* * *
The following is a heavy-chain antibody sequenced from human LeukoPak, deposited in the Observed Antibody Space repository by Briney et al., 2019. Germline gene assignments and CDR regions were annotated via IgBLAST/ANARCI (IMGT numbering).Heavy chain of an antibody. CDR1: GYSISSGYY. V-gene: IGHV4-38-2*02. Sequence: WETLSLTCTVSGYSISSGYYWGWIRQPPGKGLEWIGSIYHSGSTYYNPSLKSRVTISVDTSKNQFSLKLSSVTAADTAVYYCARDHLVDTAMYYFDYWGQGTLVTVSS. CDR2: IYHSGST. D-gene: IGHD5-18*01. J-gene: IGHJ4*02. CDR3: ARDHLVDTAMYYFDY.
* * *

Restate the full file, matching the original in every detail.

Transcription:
The following is a heavy-chain antibody sequenced from human LeukoPak, deposited in the Observed Antibody Space repository by Briney et al., 2019. Germline gene assignments and CDR regions were annotated via IgBLAST/ANARCI (IMGT numbering).Heavy chain of an antibody. CDR1: GYSISSGYY. V-gene: IGHV4-38-2*02. Sequence: WETLSLTCTVSGYSISSGYYWGWIRQPPGKGLEWIGSIYHSGSTYYNPSLKSRVTISVDTSKNQFSLKLSSVTAADTAVYYCARDHLVDTAMYYFDYWGQGTLVTVSS. CDR2: IYHSGST. D-gene: IGHD5-18*01. J-gene: IGHJ4*02. CDR3: ARDHLVDTAMYYFDY.